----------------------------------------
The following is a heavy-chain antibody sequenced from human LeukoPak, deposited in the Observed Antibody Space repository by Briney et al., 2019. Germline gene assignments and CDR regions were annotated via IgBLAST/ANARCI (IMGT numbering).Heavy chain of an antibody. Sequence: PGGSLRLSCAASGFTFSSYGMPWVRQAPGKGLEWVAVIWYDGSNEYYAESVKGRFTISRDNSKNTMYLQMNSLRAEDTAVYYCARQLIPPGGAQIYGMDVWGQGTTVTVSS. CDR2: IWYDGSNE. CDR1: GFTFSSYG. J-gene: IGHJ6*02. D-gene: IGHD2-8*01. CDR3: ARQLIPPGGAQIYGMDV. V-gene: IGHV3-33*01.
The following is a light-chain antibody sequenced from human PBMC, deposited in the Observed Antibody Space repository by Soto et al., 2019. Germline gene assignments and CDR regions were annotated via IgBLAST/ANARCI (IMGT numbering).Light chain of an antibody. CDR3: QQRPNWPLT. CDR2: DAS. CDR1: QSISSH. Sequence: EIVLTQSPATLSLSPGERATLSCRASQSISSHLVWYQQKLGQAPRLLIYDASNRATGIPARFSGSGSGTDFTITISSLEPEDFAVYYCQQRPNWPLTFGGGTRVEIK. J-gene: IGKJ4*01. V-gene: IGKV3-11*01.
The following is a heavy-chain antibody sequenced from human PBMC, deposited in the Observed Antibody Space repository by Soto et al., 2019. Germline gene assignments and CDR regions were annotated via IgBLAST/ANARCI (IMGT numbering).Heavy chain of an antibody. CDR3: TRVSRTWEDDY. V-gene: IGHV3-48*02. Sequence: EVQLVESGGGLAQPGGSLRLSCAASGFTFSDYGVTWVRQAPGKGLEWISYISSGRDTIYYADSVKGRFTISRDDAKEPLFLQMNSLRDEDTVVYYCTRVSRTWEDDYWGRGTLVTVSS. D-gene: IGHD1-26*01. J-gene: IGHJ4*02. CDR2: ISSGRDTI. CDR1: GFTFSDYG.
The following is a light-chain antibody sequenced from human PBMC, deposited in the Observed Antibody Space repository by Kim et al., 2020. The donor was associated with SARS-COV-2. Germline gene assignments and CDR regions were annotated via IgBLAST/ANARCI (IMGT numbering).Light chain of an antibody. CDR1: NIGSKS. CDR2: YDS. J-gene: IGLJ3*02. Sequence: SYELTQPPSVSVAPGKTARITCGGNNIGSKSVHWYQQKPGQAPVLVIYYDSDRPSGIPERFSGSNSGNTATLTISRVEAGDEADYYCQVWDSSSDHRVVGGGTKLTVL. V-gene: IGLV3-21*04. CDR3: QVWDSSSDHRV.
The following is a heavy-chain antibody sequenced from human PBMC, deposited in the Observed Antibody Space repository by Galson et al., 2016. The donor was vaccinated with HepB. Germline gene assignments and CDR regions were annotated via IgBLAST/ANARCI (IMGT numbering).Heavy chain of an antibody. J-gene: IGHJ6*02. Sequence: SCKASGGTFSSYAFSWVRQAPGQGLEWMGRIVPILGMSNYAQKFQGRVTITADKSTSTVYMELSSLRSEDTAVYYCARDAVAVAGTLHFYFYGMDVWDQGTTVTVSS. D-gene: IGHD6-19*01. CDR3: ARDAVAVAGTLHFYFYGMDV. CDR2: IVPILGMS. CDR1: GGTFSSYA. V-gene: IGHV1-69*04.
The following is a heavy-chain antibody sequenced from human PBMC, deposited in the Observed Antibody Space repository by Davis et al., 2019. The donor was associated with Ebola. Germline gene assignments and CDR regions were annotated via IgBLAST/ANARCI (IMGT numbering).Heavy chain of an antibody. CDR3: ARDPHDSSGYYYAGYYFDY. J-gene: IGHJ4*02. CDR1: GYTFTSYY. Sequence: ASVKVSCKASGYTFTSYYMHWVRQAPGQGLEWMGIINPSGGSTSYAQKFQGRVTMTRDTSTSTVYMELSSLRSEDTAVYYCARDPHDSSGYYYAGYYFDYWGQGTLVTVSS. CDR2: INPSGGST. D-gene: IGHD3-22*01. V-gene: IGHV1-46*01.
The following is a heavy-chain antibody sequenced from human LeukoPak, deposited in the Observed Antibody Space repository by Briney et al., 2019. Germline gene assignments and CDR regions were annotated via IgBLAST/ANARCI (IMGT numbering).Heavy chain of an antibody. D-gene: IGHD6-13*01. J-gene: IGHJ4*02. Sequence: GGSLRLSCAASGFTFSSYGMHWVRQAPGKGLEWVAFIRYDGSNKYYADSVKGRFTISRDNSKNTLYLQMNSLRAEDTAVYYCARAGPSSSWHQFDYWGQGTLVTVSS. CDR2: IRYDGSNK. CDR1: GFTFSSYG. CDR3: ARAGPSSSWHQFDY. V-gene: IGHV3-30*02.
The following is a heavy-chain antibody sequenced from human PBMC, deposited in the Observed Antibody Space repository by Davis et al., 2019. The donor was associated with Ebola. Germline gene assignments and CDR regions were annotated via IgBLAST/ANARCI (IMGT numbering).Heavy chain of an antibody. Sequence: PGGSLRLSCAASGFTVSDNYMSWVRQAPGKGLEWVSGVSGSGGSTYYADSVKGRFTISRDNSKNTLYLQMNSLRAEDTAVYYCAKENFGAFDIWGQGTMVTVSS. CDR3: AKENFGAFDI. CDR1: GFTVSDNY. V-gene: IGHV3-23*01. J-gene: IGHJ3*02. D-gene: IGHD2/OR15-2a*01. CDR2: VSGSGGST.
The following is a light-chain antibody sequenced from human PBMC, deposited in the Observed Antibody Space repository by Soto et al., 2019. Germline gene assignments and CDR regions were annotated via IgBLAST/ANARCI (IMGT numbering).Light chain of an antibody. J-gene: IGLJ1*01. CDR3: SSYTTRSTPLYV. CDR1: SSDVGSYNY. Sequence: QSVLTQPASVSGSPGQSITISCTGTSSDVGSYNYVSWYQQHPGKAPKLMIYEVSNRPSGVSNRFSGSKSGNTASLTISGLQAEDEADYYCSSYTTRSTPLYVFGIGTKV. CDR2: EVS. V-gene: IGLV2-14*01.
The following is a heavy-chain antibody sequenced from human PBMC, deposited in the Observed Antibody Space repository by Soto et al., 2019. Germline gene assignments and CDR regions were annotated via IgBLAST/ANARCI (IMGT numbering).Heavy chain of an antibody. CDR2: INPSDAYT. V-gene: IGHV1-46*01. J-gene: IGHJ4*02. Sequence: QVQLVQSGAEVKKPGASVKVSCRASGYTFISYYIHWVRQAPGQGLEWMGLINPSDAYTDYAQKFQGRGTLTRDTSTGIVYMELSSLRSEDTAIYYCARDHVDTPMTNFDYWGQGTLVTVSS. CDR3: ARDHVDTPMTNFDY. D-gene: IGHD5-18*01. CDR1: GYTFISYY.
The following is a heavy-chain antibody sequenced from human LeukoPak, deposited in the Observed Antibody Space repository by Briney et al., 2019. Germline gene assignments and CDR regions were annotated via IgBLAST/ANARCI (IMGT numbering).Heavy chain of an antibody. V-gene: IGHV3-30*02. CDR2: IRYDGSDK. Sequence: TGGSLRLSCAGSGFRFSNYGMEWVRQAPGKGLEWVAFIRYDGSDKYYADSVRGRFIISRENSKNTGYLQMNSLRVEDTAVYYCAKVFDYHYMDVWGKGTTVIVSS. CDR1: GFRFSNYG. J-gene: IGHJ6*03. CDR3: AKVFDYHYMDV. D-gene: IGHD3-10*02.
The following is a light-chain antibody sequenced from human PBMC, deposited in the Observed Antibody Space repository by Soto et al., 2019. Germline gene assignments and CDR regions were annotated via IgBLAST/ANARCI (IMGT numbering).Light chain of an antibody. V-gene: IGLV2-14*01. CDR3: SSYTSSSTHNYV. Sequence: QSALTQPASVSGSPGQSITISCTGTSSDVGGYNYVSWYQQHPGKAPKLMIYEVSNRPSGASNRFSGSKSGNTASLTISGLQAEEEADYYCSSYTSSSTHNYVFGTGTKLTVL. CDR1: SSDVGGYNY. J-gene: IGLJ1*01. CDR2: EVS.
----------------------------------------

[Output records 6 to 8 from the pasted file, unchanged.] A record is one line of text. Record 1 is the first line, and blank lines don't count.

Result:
The following is a heavy-chain antibody sequenced from human PBMC, deposited in the Observed Antibody Space repository by Davis et al., 2019. The donor was associated with Ebola. Germline gene assignments and CDR regions were annotated via IgBLAST/ANARCI (IMGT numbering).Heavy chain of an antibody. CDR3: ARDPHDSSGYYYAGYYFDY. J-gene: IGHJ4*02. CDR1: GYTFTSYY. Sequence: ASVKVSCKASGYTFTSYYMHWVRQAPGQGLEWMGIINPSGGSTSYAQKFQGRVTMTRDTSTSTVYMELSSLRSEDTAVYYCARDPHDSSGYYYAGYYFDYWGQGTLVTVSS. CDR2: INPSGGST. D-gene: IGHD3-22*01. V-gene: IGHV1-46*01.
The following is a heavy-chain antibody sequenced from human LeukoPak, deposited in the Observed Antibody Space repository by Briney et al., 2019. Germline gene assignments and CDR regions were annotated via IgBLAST/ANARCI (IMGT numbering).Heavy chain of an antibody. D-gene: IGHD6-13*01. J-gene: IGHJ4*02. Sequence: GGSLRLSCAASGFTFSSYGMHWVRQAPGKGLEWVAFIRYDGSNKYYADSVKGRFTISRDNSKNTLYLQMNSLRAEDTAVYYCARAGPSSSWHQFDYWGQGTLVTVSS. CDR2: IRYDGSNK. CDR1: GFTFSSYG. CDR3: ARAGPSSSWHQFDY. V-gene: IGHV3-30*02.
The following is a heavy-chain antibody sequenced from human PBMC, deposited in the Observed Antibody Space repository by Davis et al., 2019. The donor was associated with Ebola. Germline gene assignments and CDR regions were annotated via IgBLAST/ANARCI (IMGT numbering).Heavy chain of an antibody. Sequence: PGGSLRLSCAASGFTVSDNYMSWVRQAPGKGLEWVSGVSGSGGSTYYADSVKGRFTISRDNSKNTLYLQMNSLRAEDTAVYYCAKENFGAFDIWGQGTMVTVSS. CDR3: AKENFGAFDI. CDR1: GFTVSDNY. V-gene: IGHV3-23*01. J-gene: IGHJ3*02. D-gene: IGHD2/OR15-2a*01. CDR2: VSGSGGST.